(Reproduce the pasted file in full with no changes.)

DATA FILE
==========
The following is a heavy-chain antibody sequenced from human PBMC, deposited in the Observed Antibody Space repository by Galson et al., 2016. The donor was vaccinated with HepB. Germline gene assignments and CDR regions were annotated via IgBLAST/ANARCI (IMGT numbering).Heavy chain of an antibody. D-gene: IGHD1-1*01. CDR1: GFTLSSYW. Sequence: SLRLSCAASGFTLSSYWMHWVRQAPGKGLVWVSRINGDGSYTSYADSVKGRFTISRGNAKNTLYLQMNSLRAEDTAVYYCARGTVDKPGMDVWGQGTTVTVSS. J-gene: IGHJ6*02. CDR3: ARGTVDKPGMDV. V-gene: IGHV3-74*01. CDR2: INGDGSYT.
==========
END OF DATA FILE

The following is a heavy-chain antibody sequenced from human PBMC, deposited in the Observed Antibody Space repository by Galson et al., 2016. The donor was vaccinated with HepB. Germline gene assignments and CDR regions were annotated via IgBLAST/ANARCI (IMGT numbering).Heavy chain of an antibody. D-gene: IGHD1-1*01. CDR1: GFTLSSYW. Sequence: SLRLSCAASGFTLSSYWMHWVRQAPGKGLVWVSRINGDGSYTSYADSVKGRFTISRGNAKNTLYLQMNSLRAEDTAVYYCARGTVDKPGMDVWGQGTTVTVSS. J-gene: IGHJ6*02. CDR3: ARGTVDKPGMDV. V-gene: IGHV3-74*01. CDR2: INGDGSYT.